The rock and metal revival movement that got off to a running start a couple years ago has continued in earnest, thriving into 2014. With the joyful reception of that material by fans and press in the past, it’s time to produce and prove sustainability. The vanguard of that resurgence was populated by many different bands, and featured in that cadre was Admiral Sir Cloudesley Shovell and their record “Don’t Hear it…Fear it!” Now that vanguard is starting to release their second statement, and the British trio is right there with a new record “Check ‘em Before You Wreck ‘em.” Now is the critical time when the band has to prove their consistency after their excellent first strike.
Certain of the basic tenets of the Shovell remain undeniable for this new collection of songs. First, and perhaps most importantly, the band remains committed to the sacred idea of free-form, organic rock and roll (with metal elements.) Everything on this ecord is authentic, from the gloriously warm analog sound to the bending of tones to the infectious, sleazy throwback riffs of cuts like “Don’t Heat It…Fear It!” As if the Shovell needed to provide any more evidence of their musical roots, that song title is not a misprint: the band is taking a Led Zeppelin step and naming a cut after their previous full-length record (fans would know that “Houses of the Holy” is a song on “Physical Graffiti.”) All that aside, this is the best cut on this rew effort – an insightful blend of rock’s riff composition, old-school metal’s throaty hum and a dash of punk’s frenetic pacing. Of all the album’s moments, this is the one you will whistle to yourself later.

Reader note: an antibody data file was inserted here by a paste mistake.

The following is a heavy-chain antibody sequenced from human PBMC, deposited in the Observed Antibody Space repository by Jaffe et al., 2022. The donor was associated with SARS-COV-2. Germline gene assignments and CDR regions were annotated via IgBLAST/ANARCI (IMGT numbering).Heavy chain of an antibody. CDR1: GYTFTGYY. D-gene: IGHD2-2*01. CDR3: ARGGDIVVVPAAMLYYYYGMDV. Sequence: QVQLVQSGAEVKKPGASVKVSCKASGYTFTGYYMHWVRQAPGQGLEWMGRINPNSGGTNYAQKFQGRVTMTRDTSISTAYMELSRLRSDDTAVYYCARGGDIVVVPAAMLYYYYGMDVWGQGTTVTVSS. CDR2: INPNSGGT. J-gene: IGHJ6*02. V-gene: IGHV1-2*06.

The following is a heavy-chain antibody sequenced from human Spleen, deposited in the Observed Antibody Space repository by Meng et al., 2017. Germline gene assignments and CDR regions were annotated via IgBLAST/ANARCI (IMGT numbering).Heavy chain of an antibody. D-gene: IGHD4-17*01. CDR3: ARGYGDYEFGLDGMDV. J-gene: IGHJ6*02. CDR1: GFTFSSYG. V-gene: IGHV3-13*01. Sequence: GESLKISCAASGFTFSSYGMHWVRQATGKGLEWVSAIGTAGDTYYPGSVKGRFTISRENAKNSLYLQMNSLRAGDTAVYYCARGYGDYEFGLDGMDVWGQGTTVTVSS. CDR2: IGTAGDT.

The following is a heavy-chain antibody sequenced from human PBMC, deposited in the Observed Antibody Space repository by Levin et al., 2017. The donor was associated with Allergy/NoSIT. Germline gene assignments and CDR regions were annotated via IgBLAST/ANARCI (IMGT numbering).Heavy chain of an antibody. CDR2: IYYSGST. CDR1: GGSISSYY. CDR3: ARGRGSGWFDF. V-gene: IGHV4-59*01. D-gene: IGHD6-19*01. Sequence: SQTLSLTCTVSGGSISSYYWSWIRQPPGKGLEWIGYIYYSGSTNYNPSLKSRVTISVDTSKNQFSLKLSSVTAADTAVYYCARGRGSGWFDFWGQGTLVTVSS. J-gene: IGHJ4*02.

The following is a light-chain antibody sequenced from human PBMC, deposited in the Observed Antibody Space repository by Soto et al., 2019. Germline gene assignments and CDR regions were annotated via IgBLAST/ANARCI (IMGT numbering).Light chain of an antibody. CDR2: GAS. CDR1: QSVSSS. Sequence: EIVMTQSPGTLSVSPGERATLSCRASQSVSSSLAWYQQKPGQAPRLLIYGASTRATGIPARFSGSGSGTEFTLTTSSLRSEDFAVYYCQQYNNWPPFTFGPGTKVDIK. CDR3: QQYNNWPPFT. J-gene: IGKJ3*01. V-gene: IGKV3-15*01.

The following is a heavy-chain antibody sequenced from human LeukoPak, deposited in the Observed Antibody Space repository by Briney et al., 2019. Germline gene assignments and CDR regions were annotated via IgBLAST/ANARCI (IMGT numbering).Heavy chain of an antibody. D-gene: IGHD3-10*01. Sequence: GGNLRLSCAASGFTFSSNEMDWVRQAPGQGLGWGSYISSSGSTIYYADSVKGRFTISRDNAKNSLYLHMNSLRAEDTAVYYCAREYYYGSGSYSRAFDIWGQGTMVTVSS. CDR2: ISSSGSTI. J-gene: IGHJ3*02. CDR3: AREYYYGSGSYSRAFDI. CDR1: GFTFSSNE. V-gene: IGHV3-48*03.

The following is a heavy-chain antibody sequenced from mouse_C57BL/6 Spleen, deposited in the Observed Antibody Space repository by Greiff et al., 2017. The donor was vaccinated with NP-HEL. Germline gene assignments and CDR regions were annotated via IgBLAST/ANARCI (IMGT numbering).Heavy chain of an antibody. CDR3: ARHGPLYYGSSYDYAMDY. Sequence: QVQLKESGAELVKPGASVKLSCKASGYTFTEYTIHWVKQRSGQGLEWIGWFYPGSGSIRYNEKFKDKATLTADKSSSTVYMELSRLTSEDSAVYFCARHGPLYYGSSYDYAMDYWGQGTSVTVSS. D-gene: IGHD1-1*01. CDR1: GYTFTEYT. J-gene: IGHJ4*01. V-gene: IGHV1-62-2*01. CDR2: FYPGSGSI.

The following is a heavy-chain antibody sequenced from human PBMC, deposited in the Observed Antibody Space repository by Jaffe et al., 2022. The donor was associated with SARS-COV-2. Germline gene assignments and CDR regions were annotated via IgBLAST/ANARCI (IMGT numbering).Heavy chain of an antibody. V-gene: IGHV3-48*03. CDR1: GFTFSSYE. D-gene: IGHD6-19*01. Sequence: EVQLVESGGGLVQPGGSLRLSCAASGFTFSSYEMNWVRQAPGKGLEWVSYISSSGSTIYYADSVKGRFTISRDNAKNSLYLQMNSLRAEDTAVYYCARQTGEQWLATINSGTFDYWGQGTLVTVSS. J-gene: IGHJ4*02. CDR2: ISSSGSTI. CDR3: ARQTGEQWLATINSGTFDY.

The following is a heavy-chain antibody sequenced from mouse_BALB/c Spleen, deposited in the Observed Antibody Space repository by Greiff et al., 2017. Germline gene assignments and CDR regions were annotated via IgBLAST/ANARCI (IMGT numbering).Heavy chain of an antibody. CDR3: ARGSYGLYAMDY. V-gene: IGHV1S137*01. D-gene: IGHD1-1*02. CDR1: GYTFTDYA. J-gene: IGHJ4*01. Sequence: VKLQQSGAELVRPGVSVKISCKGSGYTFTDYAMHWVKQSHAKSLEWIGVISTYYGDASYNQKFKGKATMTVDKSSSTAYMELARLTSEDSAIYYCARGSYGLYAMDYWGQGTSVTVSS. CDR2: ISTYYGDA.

The other truism of the Shovell that remains true is that their music is as scatterbrained and challenging as ever. It’s not a totality – the opening cut “Do it Now” rumbles ahead with the palpable confidence of some of Clutch’s older work, so there are clairvoyant moments of lucidity – but the band has certainly turned their experimental dial up a notch or two. Not necessarily in terms of musical style, but rather in how disparate the pieces are and how they fit together. There are more grungy punk moments thrown in, and the editing is less linear, culminating in the fades ins and outs of closer “Late Night Mornings.” The wanderlust demonstrated by “Check ‘em Before You Wreck ‘em” is every bit as occasionally confounding as its elder brother “Don’t Hear it…Fear it!” (the album, not the song.) Just try to follow “Captain Merryweather” through the shifts changes and phases, and you’ll see a clear demonstration of what makes the Shovell stand out from the pack.
“Check ‘em Before You Wreck ‘em,” however, lacks some of the cohesive magic of its predecessor. That first record just had the Midas touch in terms of being able to bring together wildly different pieces into cohesion. While some of that persists for this record, it’s not as predictable or reliable. The transitions don’t all click, and the chorus of songs like “The Thicker the Better,” so important in making these songs stick, feel slightly uninspired. In what seems to be an effort to simplify the maze for the listener, the music has also gotten marginally simpler, which limits the boundless creativity of the band.
“Check ‘em Before You Wreck ‘em” is a good record, but it’s not as immediately compelling as the Shovell’s other work. I read another journalist’s review who called this record good background music but a trying listen if you’re attempting to stay engaged, and that critique seems fair. I must admit, this new album grows on me a little the more I listen to it, so maybe it just takes time to unfold. At the very least, “Check ‘em Before You Wreck ‘em” is proof that the Shovell, and their writing style, isn’t a fluke.